Radius of damage (RD) is the distance from the nuclear weapon burst at which the target elements have a 50 percent probability of receiving at least the specified (severe or moderate) degree of damage. In strategic targeting, this has been called the weapon radius. Because some target elements inside the RD will escape the specified degree of damage while some outside the RD are damaged, response variability results. The RD depends on the type of target, the yield of the weapon, the damage criteria, and height of burst (HOB) of the nuclear weapon.Circular Error Probable
Circular error probable (CEP) is a measurement of the delivery accuracy of a weapon system and is used as a factor in determining probable damage to a target. The CEP is the radius of a circle within which half of the weapons are expected to fall. A weapon has a 50 percent probability of landing within one CEP of an aimpoint.Probability of Damage
Probability of damage (PD) is the prospect of achieving at least the specified level of damage, assuming the weapon arrives and detonates on target. It is expressed as fractional coverage for an area target and probability of damage for a point target. The PD is a function of nuclear weapons effects and weapons system delivery data including yield, RD, CEP, and HOB.Probability of Arrival
Probability of arrival (PA) is the likelihood the weapon arrives and detonates in the target area, calculated as a product of weapon system reliability (WSR), prelaunch survivability (PLS), and probability to penetrate (PTP). The equation for planners is WSR x PLS x PTP = PA.
Damage expectancy (DE) is calculated as the product of the PD and the PA, shown in the formula PA x PD = DE. DE accounts for both weapons effects and the probability of arrival in determining the probability of achieving at least the specified level of damage.Nuclear Collateral Damage
Nuclear collateral damage is undesired damage or casualties produced by the effects of nuclear weapons. Such damage includes danger to friendly forces, civilians, and non-military-related facilities as well as the creation of obstacles and residual nuclear radiation contamination. Because the avoidance of casualties among friendly forces and non-combatants is a prime consideration when planning either strategic or theater nuclear operations, preclusion analyses must be performed to identify and limit the proximity of a nuclear strike to civilians and friendly forces. Specific techniques for reducing collateral damage include:
Counterforce targeting plans to destroy the military capabilities of an enemy force. Typical counterforce targets include bomber bases, ballistic missile submarine bases, intercontinental ballistic missiles (ICBM) silos, air-defense installations, command and control centers, and weapons of mass destruction storage facilities. Because these types of targets may be hardened, buried, masked, mobile, and defended, the forces required to implement this strategy need to be diverse, numerous, and accurate.Countervalue Targeting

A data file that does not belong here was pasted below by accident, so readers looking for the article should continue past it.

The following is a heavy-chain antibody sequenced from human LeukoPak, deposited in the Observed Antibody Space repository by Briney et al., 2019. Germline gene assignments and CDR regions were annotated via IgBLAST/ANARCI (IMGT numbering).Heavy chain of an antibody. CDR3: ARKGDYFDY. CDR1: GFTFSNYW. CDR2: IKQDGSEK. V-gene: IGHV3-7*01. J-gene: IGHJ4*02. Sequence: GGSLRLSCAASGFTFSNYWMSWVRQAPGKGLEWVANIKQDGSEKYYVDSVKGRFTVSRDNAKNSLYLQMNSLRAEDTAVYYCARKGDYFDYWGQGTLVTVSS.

Countervalue targeting plans the destruction or neutralization of selected enemy military and military-related targets such as industries, resources, and/or institutions contributing to the enemy’s war effort. As these targets tend to be softer and less protected, weapons required for this strategy need not be as numerous or accurate as those required to implement a counterforce targeting strategy.Layering
Layering is a technique that plans to use more than one weapon against a target. This method is used to either increase the probability of target destruction or improve the probability a weapon arrives and detonates on target to achieve a specific level of damage, particularly against defended targets.Cross-Targeting
Cross-targeting incorporates the concept of “layering” and uses different delivery platforms for employment against one target to increase the probability of at least one weapon arriving at that target. Using different delivery platforms, such as ICBMs, SLBMs, or aircraft-delivered weapons, increases the probability of achieving the desired damage or target coverage, particularly against hardened, buried, masked, mobile, and defended targets.